The Industrial Strategy Commission published its final report this week. The report is bold and ambitious, but we must build on it with a relentless focus on inclusive growth.
The Commission — set up following an important shift in government thinking on the role of the state in the economy — offers a vision for an active industrial strategy that not only addresses the UK’s structural economic weaknesses, but also promotes more equitable growth alongside improved social outcomes.
Some of the report’s recommendations are expected ingredients for an industrial strategy, including:
- The need for long-term strategic management of the economy;
- The importance of place and regional balancing;
- The need to provide good infrastructure across the country;
- More and faster devolution;
- Unlocking long-term investment, including through a public infrastructure bank;
- Diffusing innovation and supporting high-value industries.
The focus on place is also supported by proposals for addressing an urgent issue in the UK: the lack of good data and statistics at regional and local levels (something we identified in the Inclusive Growth Commission), which would be addressed by an independent Office for Strategic Economic Management.
But the Commission also has some very bold proposals outside of the territory of conventional industrial strategy, reflecting some of the arguments put forward by the RSA Inclusive Growth Commission. It recognises that living standards and social outcomes matter as much as economic improvement. The link between health, wellbeing and productivity is affirmed with a strong focus on ensuring that health and social care aligns with industrial strategy, and that the health and social care sectors support workforce development and create more satisfying jobs. The Commission’s call for setting up ‘Universal Basic Infrastructure’ across the country includes human as well as physical infrastructure, echoing the Inclusive Growth Commission’s emphasis on putting ‘social infrastructure’ on par with physical infrastructure.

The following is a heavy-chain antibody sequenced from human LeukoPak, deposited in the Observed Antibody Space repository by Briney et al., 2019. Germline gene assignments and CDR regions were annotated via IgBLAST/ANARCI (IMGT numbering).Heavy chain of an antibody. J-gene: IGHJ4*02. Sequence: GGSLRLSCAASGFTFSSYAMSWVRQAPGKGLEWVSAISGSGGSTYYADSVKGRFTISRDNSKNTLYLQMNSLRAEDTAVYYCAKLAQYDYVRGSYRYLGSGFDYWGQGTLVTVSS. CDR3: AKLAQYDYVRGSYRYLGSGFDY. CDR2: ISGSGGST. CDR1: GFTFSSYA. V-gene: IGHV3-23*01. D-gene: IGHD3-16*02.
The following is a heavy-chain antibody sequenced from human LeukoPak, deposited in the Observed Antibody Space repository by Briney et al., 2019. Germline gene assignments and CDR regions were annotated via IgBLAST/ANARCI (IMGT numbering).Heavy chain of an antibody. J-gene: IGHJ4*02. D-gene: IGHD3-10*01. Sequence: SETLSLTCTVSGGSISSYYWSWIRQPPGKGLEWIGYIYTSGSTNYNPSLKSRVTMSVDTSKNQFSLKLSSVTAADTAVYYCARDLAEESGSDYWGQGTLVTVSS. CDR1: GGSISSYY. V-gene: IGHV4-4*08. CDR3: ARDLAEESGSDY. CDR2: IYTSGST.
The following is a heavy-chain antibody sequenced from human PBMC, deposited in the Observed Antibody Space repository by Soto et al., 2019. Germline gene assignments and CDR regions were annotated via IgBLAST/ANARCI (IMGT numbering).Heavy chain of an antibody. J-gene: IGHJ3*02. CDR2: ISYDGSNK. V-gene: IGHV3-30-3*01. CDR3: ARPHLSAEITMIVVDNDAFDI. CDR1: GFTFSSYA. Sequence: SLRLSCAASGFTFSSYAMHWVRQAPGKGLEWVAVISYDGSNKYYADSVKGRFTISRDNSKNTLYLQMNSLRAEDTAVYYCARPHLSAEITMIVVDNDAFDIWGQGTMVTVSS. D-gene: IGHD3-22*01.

The work of the Industrial Strategy Commission should be complemented with an urgent and relentless focus on inclusive growth. Industrial strategy must be informed by the growing empirical evidence that there is no fundamental trade-off between tackling inequality and improving economic efficiency - more equal societies are able to generate stronger medium to long term growth. Tackling social as well as regional inequality should therefore be a critical organising principle of our industrial strategy.
We must also avoid focusing excessively on the high-tech sectors of our economy, especially those that account for a small share of overall employment. As a recent report by the LSE’s Centre for Economic Performance highlighted, it is hugely important to consider the low productivity, high employment sectors that tend to be ignored in economic decision-making. Raising productivity in these sectors will have a much greater aggregate effect on national productivity (and, crucially, living standards) because far more people are employed in them. Basic estimates suggest aggregate productivity in the UK would rise by 13% if productivity in these sectors rose to that of the average UK firm.
Arguments for inclusive growth are strengthening and even starting to resonate with institutions that in the past have been concerned with growth and growth only. A recent review the RSA conducted with Nottingham Civic Exchange for the D2N2 local enterprise partnership (LEP) shows that a growing number of LEPs are taking the agenda seriously, with some building inclusion indicators into their performance frameworks.
The Commission reminds us that the critical questions of what sort of growth or economy we actually want an industrial strategy to support are too frequently absent from public and political debate. We are confident that there is a consensus emerging among citizens for an economy that is sustainable, locally rooted and focused on the quality rather than just the quantity of growth. Industrial strategy should be explicit about the people it intends to benefit, and how.
Atif Shafique was lead researcher for the RSA Inclusive Growth Commission. Follow him on Twitter @Atif_Shafique.